They talk about their bikes as if they are people – in some cases, guys care more about their bikes than they do their wives and girlfriends. Their pride in their bikes is almost immeasurable.



I have never understood this, particularly when one or two have actually had accidents. Many years ago, a mate of mine came into work with a neck brace and a bruised face. He looked as if he had been in a fight.

I asked what had happened.

He told me that he was riding his bike at 70mph in the middle lane of the motorway when a car had hit him from behind. The driver of the car was a woman who had been to the pub at lunchtime and had a couple of drinks. She claimed that she didn’t see the bike. When she hit him, he was thrown off the bike and bounced into the first lane of the motorway before crashing into the hard shoulder. His bike followed him but thankfully didn’t hit him. More importantly, there were no vehicles in the first lane. If there had have been, he would have been killed.

“Oh my God,” I said. “Are you okay?”

“Yes - just a few bruises,” he said.

“I guess you will be selling your bike now and getting a car like the rest of us.”

“No way,” he said with a look of total bemusement. “I can’t wait to get back on my bike.”

Somebody else I work with had an accident on his bike and was, again, lucky to escape with a cracked rib and a few bruises. The thought of giving up his bike never once crossed his mind.

“I guess that’s the way my brain is wired,” he said.

I think I agree with that. My brain is wired in such a way that I will never ever buy or ride a motorbike. When I am driving on the motorway, these guys roar past me, their bikes tilting slightly and the same thought always crosses my mind: if you come off that thing you will be seriously hurt.

People have tried to explain the thrill of riding a bike in the country on a beautiful sunny day. The scenery is amazing and they become one with the bike as they push themselves to their limits. The speed of the bike, the wind, the curving roads and the scenery all combine to make the experience almost orgasmic for them. It switches something on in their brains, something that is almost primeval.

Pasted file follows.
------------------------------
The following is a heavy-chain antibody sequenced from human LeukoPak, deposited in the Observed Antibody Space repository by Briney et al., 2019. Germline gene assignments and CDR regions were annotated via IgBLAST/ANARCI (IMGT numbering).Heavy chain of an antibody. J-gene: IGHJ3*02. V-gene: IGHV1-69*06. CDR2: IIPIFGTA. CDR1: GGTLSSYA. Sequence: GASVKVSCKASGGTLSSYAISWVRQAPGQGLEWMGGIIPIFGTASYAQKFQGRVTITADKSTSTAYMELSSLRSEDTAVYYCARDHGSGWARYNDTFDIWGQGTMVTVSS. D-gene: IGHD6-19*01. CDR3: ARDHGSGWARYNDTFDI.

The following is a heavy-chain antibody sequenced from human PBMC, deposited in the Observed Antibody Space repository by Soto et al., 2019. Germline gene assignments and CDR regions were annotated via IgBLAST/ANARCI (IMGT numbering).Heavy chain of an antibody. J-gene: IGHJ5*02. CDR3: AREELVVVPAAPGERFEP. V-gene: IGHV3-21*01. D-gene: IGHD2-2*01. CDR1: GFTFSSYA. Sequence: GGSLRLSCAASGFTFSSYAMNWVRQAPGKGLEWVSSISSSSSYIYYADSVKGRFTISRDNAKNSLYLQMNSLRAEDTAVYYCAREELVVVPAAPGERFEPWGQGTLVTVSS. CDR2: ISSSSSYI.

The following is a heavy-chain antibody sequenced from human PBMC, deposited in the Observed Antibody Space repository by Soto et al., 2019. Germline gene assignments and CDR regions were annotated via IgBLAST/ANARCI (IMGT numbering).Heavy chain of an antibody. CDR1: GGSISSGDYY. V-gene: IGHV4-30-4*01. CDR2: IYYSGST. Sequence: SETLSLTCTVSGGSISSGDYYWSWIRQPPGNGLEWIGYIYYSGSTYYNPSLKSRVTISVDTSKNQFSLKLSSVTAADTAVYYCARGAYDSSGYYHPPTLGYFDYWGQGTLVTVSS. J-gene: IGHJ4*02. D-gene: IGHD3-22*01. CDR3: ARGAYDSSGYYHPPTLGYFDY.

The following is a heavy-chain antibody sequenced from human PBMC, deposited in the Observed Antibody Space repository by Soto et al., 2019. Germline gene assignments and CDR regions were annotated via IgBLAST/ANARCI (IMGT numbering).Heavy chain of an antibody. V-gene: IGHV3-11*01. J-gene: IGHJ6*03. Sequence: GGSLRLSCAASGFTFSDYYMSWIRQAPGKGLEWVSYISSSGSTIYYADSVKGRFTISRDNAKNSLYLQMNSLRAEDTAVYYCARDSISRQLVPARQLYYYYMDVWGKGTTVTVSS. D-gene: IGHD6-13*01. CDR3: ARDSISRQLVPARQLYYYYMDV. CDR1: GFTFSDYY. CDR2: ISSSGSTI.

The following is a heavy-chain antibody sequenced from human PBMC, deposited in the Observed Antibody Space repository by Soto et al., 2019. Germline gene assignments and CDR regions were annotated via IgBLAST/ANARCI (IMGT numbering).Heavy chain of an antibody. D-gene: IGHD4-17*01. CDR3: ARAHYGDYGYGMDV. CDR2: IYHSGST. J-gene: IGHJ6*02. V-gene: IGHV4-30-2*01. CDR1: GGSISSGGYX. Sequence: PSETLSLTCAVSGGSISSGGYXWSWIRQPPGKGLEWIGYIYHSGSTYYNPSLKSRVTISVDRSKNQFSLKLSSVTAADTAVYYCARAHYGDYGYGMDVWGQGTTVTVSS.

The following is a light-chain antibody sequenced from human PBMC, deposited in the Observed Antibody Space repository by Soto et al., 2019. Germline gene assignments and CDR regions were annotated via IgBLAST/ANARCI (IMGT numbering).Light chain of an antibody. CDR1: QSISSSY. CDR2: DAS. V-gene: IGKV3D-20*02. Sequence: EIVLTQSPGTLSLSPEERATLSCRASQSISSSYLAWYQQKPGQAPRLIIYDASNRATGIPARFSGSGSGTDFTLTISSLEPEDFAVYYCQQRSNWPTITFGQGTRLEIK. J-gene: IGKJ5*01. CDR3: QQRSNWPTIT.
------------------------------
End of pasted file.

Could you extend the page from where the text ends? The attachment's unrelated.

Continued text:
I don’t get it – I guess I never will.

Another mate has offered to take me out for a ride as a passenger, perched on the back of his bike.

“Don’t worry,” he says. “I’ll take it easy. The last thing I want to do is ride quickly just to scare you. I want to stay in one piece too you know.”

I think he’s hoping that he can find the same primeval toggle in my brain and switch it on.

He won’t – and so far I have politely refused.

I’ve been watching Sons of Anarchy, another great TV show from America about a motorcycle gang and I get the same sense of primeval enthusiasm from each of the members. These guys ride Harley Davidsons, a great looking and legendary bike.


While they might be great to look at, they are ferocious animals. When I see one, I feel like I am watching a tiger in a zoo; I can marvel in the beast’s beauty but I wouldn’t go anywhere near it.